A life agent group wants the Internal Revenue Service to address split-dollar life insurance arrangements in Internal Revenue Code Section 409A, a new provision that deals with deferred compensation arrangements.
Simply stating in the preamble to the proposed regulation that the regulation “may apply” to certain types of split-dollar arrangements is not enough, according to Stuart Lewis, a lawyer who testified this week on behalf of the Association for Advanced Life Underwriting, an affiliate of the National Association of Insurance and Financial Advisers, Falls Church, Va., at a hearing held by the IRS and the Treasury Department.
Lewis said he also was speaking on behalf of NAIFA.
“The unique character of life insurance in general and split-dollar life insurance arrangements in particular necessitates specific responses from the IRS and the Treasury Department with respect to the issues raised by Section 409A,” Lewis said, according to a written version of his remarks.
The IRS proposal should be revised to address the “material modification trap” created by conflicts between the proposed rule and final regulations dealing with split-dollar life policies that were issued in September 2003, Lewis said.
“A split-dollar life insurance arrangement that is subject to Section 409A, even if it was grandfathered under the 2003 split-dollar regulations, may need to be modified to bring it into compliance with Section 409A,” Lewis said. “The 409A proposed regulations contain rules permitting those types of modifications to be made before the end of 2006.”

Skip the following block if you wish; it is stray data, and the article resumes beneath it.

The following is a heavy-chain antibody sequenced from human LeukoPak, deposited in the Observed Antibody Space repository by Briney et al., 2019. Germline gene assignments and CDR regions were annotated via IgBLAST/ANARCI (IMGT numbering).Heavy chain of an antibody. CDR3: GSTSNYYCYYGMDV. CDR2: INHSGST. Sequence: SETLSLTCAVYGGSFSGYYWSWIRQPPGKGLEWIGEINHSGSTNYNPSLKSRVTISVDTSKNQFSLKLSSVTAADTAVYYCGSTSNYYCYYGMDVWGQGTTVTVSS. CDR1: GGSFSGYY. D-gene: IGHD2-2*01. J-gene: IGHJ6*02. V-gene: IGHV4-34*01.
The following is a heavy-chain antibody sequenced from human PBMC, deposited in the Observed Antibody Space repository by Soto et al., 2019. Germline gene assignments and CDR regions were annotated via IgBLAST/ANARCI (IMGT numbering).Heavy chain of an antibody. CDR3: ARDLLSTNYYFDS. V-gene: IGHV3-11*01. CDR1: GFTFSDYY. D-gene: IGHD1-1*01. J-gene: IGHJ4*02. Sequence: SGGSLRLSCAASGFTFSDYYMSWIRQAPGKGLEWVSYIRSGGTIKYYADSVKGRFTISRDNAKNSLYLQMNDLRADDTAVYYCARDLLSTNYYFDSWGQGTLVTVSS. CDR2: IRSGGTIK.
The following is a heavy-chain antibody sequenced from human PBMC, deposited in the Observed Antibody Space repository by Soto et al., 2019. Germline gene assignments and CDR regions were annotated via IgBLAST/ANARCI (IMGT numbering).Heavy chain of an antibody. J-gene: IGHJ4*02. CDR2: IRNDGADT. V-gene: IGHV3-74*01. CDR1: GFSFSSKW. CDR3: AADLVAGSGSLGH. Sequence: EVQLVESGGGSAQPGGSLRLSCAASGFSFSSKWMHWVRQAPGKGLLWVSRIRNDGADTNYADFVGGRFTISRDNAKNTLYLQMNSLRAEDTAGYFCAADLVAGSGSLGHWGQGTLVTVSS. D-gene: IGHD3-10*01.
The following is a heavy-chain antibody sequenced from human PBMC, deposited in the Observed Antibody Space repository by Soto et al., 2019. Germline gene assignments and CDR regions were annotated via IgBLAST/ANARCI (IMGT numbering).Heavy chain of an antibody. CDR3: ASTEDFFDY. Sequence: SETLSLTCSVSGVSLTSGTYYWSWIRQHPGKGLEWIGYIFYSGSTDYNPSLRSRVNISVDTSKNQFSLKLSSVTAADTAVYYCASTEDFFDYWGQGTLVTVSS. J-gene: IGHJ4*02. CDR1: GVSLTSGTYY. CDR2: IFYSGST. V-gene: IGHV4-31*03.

But Lewis noted that there are no comparable provisions in the 2003 rule.
Because of the lack of transitional relief in the 2003 rule, a grandfathered split-dollar arrangement that stays the same may fail Section 409A, and an arrangement that is amended may lose its grandfathered status, Lewis said.
The IRS also should clarify regulation provisions dealing with premium clarification, Section 1035 exchanges, split-dollar safe harbors and new aggregation rules, Lewis said.
In addition, Lewis called for revisions to independent contractor safe harbor language, safe harbor certification rules, and provisions dealing with commission compensation and separation from service.
CLARIFICATION: Due to an editing change, the role of Stuart Lewis was described incompletely in an earlier version of this article. Lewis spoke at the hearing on behalf of the Association for Advanced Life Underwriting, an affiliate of the National Association of Insurance and Financial Advisers, Falls Church, Va., as well as on behalf of NAIFA.